Weekend Birding

To: <>
Subject: Weekend Birding
Date: Mon, 02 Jun 97 11:59:21 +1000
     Hi, this is the first message I have sent to Birding-aus, though I 
     have been part of the group for a while.
     Just a short introduction to myself. My name is Patrick(Pat) Wyllie 
     and I have been interested and enthralled by birds ever since I was a 
     kid. I lost a little interest during my schooling years, but I became 
     more serious about birding about five years ago when a small 
     red-headed bird seen on Russel Island, Moreton Bay renewed my 
     curiosity. I had the Reader's Digest Book of Australian Birds back in 
     Canberra and looked it up when I returned home. I had seen my first 
     Scarlet Honeyeater and I was hooked.
     Living in Canberra there are lots of good places for birds around. My 
     favourite are Mulligan's Flat and Campbell Park.
     Two things prompted me to post to the group.
     The first was in response to Trevor Questeds' posting about Regent 
     Honeyeaters and Swift Parrots. I went to the Capertee Valley on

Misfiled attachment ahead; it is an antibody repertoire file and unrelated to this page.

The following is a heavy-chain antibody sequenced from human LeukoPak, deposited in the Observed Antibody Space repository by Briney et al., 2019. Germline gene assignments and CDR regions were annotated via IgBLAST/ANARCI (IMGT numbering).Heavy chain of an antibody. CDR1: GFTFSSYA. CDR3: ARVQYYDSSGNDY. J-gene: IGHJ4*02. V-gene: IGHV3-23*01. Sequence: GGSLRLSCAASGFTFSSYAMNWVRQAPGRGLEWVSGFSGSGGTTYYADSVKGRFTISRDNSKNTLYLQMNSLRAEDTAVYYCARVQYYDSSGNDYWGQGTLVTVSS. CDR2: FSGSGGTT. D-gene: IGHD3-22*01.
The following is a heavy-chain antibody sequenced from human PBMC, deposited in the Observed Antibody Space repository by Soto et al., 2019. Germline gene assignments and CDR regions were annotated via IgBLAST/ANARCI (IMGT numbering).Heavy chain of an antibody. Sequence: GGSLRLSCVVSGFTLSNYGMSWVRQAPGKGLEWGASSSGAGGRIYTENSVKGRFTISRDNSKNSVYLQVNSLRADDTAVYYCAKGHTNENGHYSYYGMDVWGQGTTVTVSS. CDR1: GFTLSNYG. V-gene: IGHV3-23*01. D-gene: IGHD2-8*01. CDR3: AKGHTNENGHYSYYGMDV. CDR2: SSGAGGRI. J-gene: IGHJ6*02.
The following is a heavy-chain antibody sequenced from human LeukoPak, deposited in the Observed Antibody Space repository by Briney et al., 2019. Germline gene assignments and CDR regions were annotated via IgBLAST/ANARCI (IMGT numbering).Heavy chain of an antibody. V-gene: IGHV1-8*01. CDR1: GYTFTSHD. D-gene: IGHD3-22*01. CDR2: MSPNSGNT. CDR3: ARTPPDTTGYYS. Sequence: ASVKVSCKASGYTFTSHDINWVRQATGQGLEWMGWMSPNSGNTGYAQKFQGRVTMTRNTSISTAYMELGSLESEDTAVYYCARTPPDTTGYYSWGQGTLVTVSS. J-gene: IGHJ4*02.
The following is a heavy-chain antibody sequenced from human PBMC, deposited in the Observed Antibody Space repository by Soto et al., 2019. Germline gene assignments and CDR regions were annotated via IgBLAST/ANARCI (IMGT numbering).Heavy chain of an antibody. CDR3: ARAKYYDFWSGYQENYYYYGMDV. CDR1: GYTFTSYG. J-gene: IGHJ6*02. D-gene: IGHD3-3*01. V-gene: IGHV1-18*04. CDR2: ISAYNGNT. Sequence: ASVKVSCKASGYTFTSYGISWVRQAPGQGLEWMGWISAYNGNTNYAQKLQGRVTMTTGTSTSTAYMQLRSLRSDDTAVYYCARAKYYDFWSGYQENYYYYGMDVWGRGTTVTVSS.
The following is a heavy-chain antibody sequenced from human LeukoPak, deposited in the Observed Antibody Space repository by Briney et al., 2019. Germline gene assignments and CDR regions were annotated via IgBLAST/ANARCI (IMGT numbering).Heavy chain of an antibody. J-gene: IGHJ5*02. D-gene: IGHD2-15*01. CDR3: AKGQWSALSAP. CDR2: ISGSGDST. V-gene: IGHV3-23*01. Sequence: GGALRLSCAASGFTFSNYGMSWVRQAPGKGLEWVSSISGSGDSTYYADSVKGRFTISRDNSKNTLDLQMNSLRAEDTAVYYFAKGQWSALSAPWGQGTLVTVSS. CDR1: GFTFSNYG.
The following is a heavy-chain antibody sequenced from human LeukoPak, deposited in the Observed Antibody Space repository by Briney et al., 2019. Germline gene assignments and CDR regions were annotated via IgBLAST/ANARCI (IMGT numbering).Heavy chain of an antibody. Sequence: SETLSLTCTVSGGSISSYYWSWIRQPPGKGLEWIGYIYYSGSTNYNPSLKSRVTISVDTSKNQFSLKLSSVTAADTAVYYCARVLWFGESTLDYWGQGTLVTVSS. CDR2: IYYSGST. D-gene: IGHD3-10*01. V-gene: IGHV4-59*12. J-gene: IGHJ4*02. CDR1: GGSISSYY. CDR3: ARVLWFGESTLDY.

Saturday 31 May and met Trevor and Annie along with Tom Tarrent.
     Trevor was kind enough to point me to the location of the Regent 
     Honeyeaters. I counted at least a dozen birds on the short stretch of 
     road we walked. They were feeding in flowering White Box. The Swift 
     Parrots weren't present while I was there.
     The second is a quite unexpected sighting. I spent a couple of hours 
     on Sunday 1 June at Munghorn Gap. The highlight there was seeing a 
     male lyrebird. It was on the way back to Mudgee that I had my real 
     highlight. About 13km east of Mudgee on the Munghorn Gap road I saw 
     seven Cuckoo-shrikes sitting on a gate of the property "Willanda". I 
     stopped to look at them thinking they were White-bellied 
     Cuckoo-shrikes. I was very surprised when I realised that I was 
     looking at seven Ground Cuckoo-shrikes. I didn't expect them this far 
     east. When I pulled up they flew from the gate and alighted on the 
     ground nearby. Unfortunately at this stage a pair of magpies chased 
     the cuckoo-shrikes off. The most striking features of the birds was 
     the contrast with their dark wings and pale body, and their call which 
     was a high pitched two notes. The birds forked tail wasn't as 
     noticeable in flight as it was on the ground.
     Pat Wyllie (Canberra, Australia)

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